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Maura Curran, Attorney
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How the Corporate Transparency Act May Impact Your Estate Plan Part 1

Starting on January 1, 2024, under a new law called the Corporate Transparency Act (CTA), owners of certain business entities must file a report with the federal government including details regarding the ownership of their entity. The CTA was enacted to help combat money laundering, financing of terrorism, tax fraud, and other illegal acts. If you have an entity (corporation, limited liability company, family limited partnership, etc.) as part of your existing plan, this is important information you will need to know to ensure that you comply with the new law.

What is the Corporate Transparency Act?

The CTA is a law that requires business entities it identifies as reporting companies to disclose certain information about the company and its owners to the U.S. Department of the Treasury’s Financial Crimes Enforcement Network (FinCEN). Under the CTA, a reporting company is defined as a corporation, limited liability company (LLC), or other similar entity (i) created by filing a document with the secretary of state or a similar office under the laws of a state or Indian tribe or (ii) formed under the laws of a foreign country and registered to do business in the United States.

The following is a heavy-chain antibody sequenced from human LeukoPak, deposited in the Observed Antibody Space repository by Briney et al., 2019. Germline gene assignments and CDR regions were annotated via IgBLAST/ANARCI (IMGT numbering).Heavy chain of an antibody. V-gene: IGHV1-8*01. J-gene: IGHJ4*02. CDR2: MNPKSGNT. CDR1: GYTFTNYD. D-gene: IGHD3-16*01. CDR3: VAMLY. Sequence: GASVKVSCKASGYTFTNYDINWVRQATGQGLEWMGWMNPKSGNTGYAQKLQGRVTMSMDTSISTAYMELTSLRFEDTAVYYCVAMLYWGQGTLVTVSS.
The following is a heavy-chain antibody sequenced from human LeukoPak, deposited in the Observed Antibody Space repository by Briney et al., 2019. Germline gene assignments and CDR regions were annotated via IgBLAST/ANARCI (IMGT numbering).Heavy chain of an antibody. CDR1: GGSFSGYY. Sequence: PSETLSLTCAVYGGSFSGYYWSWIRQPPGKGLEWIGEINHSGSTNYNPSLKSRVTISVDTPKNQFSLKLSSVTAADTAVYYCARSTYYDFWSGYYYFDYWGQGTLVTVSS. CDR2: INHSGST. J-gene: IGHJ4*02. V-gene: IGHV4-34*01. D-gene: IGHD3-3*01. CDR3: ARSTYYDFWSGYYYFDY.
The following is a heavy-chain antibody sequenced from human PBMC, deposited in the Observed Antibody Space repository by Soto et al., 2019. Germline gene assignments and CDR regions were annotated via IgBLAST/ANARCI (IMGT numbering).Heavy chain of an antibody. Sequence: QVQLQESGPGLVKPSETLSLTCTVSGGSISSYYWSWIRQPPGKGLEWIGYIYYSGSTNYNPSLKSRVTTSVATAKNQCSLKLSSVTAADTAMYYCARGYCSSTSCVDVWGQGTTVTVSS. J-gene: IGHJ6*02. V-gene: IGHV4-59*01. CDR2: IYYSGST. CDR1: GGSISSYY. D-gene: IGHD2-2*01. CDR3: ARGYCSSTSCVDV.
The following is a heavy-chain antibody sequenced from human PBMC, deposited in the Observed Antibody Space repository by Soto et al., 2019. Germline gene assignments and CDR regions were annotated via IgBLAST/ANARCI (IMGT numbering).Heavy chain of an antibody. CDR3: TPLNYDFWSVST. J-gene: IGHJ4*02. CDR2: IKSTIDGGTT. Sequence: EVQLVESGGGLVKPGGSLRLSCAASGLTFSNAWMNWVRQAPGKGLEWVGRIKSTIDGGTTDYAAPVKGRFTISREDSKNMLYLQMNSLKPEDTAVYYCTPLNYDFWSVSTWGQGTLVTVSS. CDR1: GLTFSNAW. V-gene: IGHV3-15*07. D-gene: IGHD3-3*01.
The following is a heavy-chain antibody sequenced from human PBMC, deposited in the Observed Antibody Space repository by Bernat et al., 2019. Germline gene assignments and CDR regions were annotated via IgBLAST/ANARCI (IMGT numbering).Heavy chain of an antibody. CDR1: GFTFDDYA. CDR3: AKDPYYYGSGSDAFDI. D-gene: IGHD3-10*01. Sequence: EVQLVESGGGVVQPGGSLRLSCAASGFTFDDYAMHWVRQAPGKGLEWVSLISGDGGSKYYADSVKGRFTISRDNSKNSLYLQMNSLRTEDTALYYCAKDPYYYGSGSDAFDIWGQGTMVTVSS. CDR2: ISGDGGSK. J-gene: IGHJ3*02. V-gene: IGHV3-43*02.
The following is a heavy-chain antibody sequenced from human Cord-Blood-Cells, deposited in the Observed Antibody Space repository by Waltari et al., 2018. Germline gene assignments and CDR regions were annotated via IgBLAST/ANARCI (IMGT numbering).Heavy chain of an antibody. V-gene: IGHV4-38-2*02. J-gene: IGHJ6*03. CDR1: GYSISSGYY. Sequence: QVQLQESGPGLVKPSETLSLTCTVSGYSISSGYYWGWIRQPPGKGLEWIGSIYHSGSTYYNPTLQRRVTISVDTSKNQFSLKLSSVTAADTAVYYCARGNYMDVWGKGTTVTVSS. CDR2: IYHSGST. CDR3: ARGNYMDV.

The report must include the following information about the reporting company:

●company’s legal name and any trade names or doing business as (d/b/a) name

●street address of the principal place of business

●jurisdiction where the business was formed

●tax identification number

Additionally, the reporting company must provide the following information to FinCEN about its beneficial owners, defined as persons who hold significant equity (25 percent or more ownership interest) in the reporting company or who exercise substantial control over the reporting company.

●full legal name
●date of birth
●current address
●unique identification number from an acceptable identification document

131 U.S.C. § 5336(a)(11).
231 C.F.R. § 1010.380(b)(1)(i).
331 U.S.C. § 5336(b)(2)(A)

For reporting companies created on or after January 1, 2024, the same information must be provided about the company’s applicant, who is the person who files the creation documents for
the reporting entity.

Note: Although a trust is not considered to be a reporting company under the CTA if your trust has an interest in a reporting company, such as an LLC, certain information about your trust may also have to be disclosed under the CTA because it may be deemed to be the beneficial owner.

Click here to read Part 2 of the CTA series–Does the CTA impact you?